Is block.blockhash(block.number-1) okay?

Cover Photo by dylan nolte on Unsplash

Is block.blockhash(block.number-1) good enough for random within my Ethereum game?

TL;DR: Yup. :/


When building out a game on Ethereum, you quickly realized that on-chain randomness is tricky. The blockchain is public and deterministic, but there are some tricks to generate pseudorandomness.

One such trick is to get the hash of the previous block, but that means you *already know* what the random number is. Plus it’s controlled by the miners; they can choose to throw out a block if the targeted blockhash won’t produce the desired outcome in your game. Doesn’t that seem shifty?

Let’s take a look at the top 15 games right now on DAppRadar.com and see if we can learn how they are generating random numbers

#1. CryptoKitties — private contract that does gene mixing, unknown random

#2. ETHERBOTS

They use the hash of the previous block.

#3. CryptoCities — no source code on Etherscan, no gaming mechanics?

#4. Etheremon — no real gaming mechanics, but:

They use the previous blockhash plus a “private” salt.

#5. ETHERCRAFT — no source code on Etherscan. No gaming mechanics YET, but they have promised to use a future blockhash. They also cap rewards to the block reward amount… more on this later.

#6. CryptoBots — blatant KittieClone, private genemixer

#7. Ether Quest

They use the previous blockhash with other things the miners can manipulate.

#8. KryptoWar — no source code on Etherscan

#9. Angel Battle

They use the previous blockhash plus a “private” salt.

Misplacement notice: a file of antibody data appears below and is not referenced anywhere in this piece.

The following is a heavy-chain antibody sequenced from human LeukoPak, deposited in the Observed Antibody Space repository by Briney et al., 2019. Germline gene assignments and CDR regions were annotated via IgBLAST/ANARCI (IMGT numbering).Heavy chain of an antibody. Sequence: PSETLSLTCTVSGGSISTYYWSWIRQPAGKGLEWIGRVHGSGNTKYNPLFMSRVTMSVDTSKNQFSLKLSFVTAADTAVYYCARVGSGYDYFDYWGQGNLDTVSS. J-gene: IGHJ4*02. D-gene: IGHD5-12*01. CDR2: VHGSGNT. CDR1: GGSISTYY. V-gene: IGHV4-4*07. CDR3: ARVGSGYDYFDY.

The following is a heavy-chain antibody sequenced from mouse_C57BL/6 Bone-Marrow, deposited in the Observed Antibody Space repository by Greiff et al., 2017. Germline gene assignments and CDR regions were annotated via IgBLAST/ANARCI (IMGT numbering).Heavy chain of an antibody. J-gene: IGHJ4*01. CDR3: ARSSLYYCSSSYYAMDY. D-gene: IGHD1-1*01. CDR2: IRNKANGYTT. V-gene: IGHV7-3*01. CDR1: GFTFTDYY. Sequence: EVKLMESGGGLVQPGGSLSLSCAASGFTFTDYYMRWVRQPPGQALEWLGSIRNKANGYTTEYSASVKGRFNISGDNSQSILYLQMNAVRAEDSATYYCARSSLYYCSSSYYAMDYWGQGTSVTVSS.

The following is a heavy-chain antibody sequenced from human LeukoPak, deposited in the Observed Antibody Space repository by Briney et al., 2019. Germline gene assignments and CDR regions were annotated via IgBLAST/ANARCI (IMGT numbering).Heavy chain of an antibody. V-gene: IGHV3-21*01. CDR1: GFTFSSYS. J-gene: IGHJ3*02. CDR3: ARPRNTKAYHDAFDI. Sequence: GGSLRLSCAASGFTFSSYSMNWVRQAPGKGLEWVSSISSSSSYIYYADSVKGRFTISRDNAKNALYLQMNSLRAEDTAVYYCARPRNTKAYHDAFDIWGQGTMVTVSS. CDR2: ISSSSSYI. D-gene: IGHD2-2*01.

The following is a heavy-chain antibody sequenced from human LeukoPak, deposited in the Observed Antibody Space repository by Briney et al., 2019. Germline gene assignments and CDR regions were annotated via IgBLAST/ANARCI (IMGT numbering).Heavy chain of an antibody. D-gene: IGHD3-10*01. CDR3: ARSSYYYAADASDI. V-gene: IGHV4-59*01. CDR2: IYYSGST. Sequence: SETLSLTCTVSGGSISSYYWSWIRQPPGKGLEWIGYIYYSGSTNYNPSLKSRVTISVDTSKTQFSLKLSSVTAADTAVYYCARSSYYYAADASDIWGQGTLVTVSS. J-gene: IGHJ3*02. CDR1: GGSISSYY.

#10. Ether’s Ark — Bad KittieClone, no gaming mechanics

#11. CryptoStamps — Collectible, no gaming mechanics

#12. CryptoFighters

They use a nonce with the timestamp. A miner could pick the timestamp that lets them win.

#13. CryptoCars — no gaming mechanics

#14. CryptoCities — no gaming mechanics

For number 15 I should throw out the disclaimer that I wrote this contract. For what it’s worth, I regret how I over engineered the randomness. It is clear that the previous blockhash works just fine for casual games.

#15. Cryptogs — We used a commit/reveal scheme to create randomness on-chain. At ETHDenver we decided we wanted to use a form of randomness that would be more secure than the previous blockhash and harder for miners to manipulate.

Cryptogs.sol uses a future blockhash in combination with a committed and then revealed hash. Players can rest assured that a miner is unable to manipulate the outcome. Pretty cool right? No not really.

What we’ve learned from all the extra transactions: it’s not worth it. The block reward, plus the time a hacker would have to spend to dive into the guts of the contract just isn’t worth stealing my rad 8-ball pog.

We will be building out an extended contract to allow for a less expensive version of the game to be played. We will also sprinkle in some centralization and state channels to make the user experience better. The original, fully decentralized, commit/reveal will always be available for the hardcore!

Play Cryptogs now at https://cryptogs.io